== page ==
suicide risk

Suicidal Behavior Detection in Gun Owners

Suicidal ideation and behavior in individuals who are gun owners vs non-gun owners may be less likely to be detected by screening tools.

Researchers conducted a cross-sectional survey study examining patterns of passive and active suicidal ideation, suicidal planning, and suicidal behavior among gun owners and non-gun owners. These outcomes were measured by the Self-Injurious Thoughts and Behaviors Interview-Revised (SITBI-R).  

Included were 9153 individuals who completed an online survey between March 2020 and April 2020. Of the total participants, 30.3% (n=2773) owned a gun. All participants were assigned to classes based on posterior probabilities through a simple latent class analysis.

The results indicate that the probability of SITBI-R item endorsement differed across sub-groups between gun owners and non-gun owners. Gun owners in class 4 had the highest probability of past-month nonfatal suicide attempts, with 16.8% of these individuals reaching out for help and 27.2% starting before changing their mind. This subgroup also had the highest probability of endorsing thoughts about specific ways or methods to attempt suicide and preparatory behavior (both 100%).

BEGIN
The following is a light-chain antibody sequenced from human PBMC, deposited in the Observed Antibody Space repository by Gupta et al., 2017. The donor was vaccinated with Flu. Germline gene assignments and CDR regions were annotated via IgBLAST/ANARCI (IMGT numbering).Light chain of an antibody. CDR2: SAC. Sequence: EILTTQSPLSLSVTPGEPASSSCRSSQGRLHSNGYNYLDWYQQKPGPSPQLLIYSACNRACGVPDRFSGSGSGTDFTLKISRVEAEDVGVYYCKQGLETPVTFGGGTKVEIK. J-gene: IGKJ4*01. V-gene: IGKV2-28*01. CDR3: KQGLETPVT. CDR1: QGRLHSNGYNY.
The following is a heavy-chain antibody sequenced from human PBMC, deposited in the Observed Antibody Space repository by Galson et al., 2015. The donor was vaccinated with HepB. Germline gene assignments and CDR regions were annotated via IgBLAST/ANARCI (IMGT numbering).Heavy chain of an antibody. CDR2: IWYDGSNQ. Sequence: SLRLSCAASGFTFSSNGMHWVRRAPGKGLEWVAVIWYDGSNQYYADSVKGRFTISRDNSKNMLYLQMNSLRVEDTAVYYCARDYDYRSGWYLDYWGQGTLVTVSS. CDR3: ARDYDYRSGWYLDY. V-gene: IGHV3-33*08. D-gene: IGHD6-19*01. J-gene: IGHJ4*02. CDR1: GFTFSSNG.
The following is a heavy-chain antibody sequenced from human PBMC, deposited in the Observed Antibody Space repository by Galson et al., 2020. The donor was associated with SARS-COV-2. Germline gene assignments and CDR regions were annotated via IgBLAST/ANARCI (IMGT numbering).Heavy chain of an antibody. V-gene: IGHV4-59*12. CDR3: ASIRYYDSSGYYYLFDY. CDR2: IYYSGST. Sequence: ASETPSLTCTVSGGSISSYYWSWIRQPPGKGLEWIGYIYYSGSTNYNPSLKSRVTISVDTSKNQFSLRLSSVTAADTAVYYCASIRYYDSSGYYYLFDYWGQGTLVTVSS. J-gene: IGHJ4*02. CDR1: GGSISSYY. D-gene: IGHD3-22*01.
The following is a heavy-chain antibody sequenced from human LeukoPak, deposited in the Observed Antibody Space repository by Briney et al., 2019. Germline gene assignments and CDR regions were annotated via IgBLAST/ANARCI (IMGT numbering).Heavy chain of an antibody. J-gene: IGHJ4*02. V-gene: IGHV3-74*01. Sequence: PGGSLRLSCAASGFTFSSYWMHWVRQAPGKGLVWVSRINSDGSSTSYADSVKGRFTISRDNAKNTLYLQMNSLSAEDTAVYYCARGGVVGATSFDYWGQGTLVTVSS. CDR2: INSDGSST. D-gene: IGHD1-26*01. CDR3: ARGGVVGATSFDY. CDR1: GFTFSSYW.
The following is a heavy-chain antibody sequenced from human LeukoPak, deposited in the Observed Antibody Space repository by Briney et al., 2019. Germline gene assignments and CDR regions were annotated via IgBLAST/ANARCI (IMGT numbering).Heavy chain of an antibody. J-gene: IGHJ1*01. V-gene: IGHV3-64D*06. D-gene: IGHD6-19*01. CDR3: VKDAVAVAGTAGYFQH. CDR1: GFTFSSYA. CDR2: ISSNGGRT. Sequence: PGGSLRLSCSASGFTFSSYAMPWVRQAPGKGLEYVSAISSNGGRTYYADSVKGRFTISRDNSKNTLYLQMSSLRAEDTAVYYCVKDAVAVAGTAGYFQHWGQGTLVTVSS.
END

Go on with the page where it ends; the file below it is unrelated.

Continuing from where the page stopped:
In non-gun owners, the highest probability of nonfatal suicide attempts was observed in group 5, with 14.9% reaching out for help and 29.7% starting before changing their mind. The highest probability of characteristics for this group included endorsing passive suicidal ideation (84.0%-100%), active suicidal ideation (86.7%-95.0%), thoughts about specific ways or methods to attempt suicide (97.4%) and a specific place to attempt suicide (92.1%).

“In this study, in subgroups with lower probabilities of suicide attempt, gun owner and non-gun owners showed similar patterns of suicide risk item endorsement, but when the probability of a suicide attempt increased, gun owners were less likely than non-gun owners to endorse passive and active suicidal ideation,” researchers concluded.

“These finding suggest that assessing a broader range of suicide risk indicators may improve risk detection.”

 

—Leigh Precopio

 

Reference:

Bryan CJ, Bryan AO, Wastler H, et al. Assessment of latent subgroups with suicidal ideation and suicidal behavior among gun owners and non-gun owners in the US. JAMA Netw Open. 2022;5(5):e2211510. doi:10.1001/jamanetworkopen.2022.11510

 

 

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